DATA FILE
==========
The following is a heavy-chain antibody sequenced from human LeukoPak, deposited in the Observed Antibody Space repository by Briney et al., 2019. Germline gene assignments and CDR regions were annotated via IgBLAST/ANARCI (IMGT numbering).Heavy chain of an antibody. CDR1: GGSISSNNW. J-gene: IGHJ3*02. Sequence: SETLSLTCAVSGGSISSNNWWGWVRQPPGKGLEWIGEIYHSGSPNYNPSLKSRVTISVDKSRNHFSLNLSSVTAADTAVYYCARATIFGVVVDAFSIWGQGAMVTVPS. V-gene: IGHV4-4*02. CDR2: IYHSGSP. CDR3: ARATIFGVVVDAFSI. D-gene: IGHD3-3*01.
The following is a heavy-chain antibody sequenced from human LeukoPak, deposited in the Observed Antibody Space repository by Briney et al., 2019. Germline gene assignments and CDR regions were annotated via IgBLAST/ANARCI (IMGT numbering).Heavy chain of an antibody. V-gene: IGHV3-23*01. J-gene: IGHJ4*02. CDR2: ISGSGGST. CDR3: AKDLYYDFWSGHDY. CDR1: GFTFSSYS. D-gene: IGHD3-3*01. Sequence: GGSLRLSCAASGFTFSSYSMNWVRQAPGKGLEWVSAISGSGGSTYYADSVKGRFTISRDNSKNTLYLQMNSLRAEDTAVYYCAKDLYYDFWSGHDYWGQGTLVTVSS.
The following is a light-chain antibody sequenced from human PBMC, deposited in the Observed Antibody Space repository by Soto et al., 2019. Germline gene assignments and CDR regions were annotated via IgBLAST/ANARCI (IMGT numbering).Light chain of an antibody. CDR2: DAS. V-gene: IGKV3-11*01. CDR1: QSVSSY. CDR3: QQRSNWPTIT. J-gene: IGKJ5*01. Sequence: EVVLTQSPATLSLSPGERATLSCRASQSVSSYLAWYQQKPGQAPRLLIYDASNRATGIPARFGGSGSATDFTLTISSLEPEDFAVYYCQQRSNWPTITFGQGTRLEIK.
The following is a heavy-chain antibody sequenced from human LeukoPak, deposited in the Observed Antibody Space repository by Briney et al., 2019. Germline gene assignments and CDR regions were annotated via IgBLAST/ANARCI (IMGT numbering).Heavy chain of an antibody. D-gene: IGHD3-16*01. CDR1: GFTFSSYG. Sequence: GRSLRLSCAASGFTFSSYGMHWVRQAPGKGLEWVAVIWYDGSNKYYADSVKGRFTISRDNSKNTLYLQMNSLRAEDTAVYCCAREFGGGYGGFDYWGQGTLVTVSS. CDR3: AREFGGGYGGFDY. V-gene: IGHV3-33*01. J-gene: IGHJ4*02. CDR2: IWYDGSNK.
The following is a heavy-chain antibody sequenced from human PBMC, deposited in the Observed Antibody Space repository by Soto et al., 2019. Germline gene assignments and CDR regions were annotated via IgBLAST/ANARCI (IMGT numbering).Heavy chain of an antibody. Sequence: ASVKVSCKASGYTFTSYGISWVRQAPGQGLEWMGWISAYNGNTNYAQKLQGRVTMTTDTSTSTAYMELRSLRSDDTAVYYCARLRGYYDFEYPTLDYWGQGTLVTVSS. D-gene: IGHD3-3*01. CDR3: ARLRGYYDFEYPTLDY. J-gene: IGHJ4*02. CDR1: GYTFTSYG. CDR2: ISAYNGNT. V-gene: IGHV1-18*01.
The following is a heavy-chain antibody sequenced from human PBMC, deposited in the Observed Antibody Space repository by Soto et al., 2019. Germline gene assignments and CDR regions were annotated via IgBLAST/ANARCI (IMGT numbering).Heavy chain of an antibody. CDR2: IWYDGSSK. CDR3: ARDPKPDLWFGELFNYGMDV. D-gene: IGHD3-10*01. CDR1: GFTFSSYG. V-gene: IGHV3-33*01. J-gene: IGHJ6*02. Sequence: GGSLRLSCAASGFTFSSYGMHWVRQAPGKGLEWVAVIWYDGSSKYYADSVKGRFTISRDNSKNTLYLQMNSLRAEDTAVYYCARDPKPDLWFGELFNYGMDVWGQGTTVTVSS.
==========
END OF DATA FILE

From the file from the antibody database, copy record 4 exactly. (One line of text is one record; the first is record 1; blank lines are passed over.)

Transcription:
The following is a heavy-chain antibody sequenced from human LeukoPak, deposited in the Observed Antibody Space repository by Briney et al., 2019. Germline gene assignments and CDR regions were annotated via IgBLAST/ANARCI (IMGT numbering).Heavy chain of an antibody. D-gene: IGHD3-16*01. CDR1: GFTFSSYG. Sequence: GRSLRLSCAASGFTFSSYGMHWVRQAPGKGLEWVAVIWYDGSNKYYADSVKGRFTISRDNSKNTLYLQMNSLRAEDTAVYCCAREFGGGYGGFDYWGQGTLVTVSS. CDR3: AREFGGGYGGFDY. V-gene: IGHV3-33*01. J-gene: IGHJ4*02. CDR2: IWYDGSNK.